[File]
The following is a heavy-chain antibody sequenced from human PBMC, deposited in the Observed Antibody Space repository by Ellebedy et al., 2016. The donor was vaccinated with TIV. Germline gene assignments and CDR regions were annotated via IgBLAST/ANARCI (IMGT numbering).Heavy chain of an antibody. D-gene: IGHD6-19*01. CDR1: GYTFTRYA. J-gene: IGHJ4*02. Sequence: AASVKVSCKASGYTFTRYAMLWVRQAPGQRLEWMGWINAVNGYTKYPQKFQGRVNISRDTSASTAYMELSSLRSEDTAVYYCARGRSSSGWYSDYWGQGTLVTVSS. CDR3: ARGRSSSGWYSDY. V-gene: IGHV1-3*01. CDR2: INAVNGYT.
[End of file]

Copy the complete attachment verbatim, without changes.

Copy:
The following is a heavy-chain antibody sequenced from human PBMC, deposited in the Observed Antibody Space repository by Ellebedy et al., 2016. The donor was vaccinated with TIV. Germline gene assignments and CDR regions were annotated via IgBLAST/ANARCI (IMGT numbering).Heavy chain of an antibody. D-gene: IGHD6-19*01. CDR1: GYTFTRYA. J-gene: IGHJ4*02. Sequence: AASVKVSCKASGYTFTRYAMLWVRQAPGQRLEWMGWINAVNGYTKYPQKFQGRVNISRDTSASTAYMELSSLRSEDTAVYYCARGRSSSGWYSDYWGQGTLVTVSS. CDR3: ARGRSSSGWYSDY. V-gene: IGHV1-3*01. CDR2: INAVNGYT.